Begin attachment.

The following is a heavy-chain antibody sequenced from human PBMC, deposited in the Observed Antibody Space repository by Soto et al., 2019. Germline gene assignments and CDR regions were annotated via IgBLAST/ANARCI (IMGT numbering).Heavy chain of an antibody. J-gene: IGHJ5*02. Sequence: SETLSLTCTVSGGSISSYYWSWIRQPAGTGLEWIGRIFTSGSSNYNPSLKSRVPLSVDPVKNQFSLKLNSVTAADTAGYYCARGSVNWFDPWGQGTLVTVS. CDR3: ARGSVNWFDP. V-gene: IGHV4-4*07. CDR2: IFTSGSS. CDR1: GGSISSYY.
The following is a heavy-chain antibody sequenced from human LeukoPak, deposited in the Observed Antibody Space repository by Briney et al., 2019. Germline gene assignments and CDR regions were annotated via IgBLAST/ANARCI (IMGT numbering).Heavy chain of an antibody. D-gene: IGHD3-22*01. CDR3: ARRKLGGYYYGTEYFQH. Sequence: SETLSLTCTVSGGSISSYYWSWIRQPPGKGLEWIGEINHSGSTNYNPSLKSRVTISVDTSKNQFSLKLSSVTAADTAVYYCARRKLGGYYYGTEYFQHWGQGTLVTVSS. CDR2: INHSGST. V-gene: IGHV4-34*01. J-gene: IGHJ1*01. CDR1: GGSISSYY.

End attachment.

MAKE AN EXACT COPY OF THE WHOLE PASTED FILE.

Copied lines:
The following is a heavy-chain antibody sequenced from human PBMC, deposited in the Observed Antibody Space repository by Soto et al., 2019. Germline gene assignments and CDR regions were annotated via IgBLAST/ANARCI (IMGT numbering).Heavy chain of an antibody. J-gene: IGHJ5*02. Sequence: SETLSLTCTVSGGSISSYYWSWIRQPAGTGLEWIGRIFTSGSSNYNPSLKSRVPLSVDPVKNQFSLKLNSVTAADTAGYYCARGSVNWFDPWGQGTLVTVS. CDR3: ARGSVNWFDP. V-gene: IGHV4-4*07. CDR2: IFTSGSS. CDR1: GGSISSYY.
The following is a heavy-chain antibody sequenced from human LeukoPak, deposited in the Observed Antibody Space repository by Briney et al., 2019. Germline gene assignments and CDR regions were annotated via IgBLAST/ANARCI (IMGT numbering).Heavy chain of an antibody. D-gene: IGHD3-22*01. CDR3: ARRKLGGYYYGTEYFQH. Sequence: SETLSLTCTVSGGSISSYYWSWIRQPPGKGLEWIGEINHSGSTNYNPSLKSRVTISVDTSKNQFSLKLSSVTAADTAVYYCARRKLGGYYYGTEYFQHWGQGTLVTVSS. CDR2: INHSGST. V-gene: IGHV4-34*01. J-gene: IGHJ1*01. CDR1: GGSISSYY.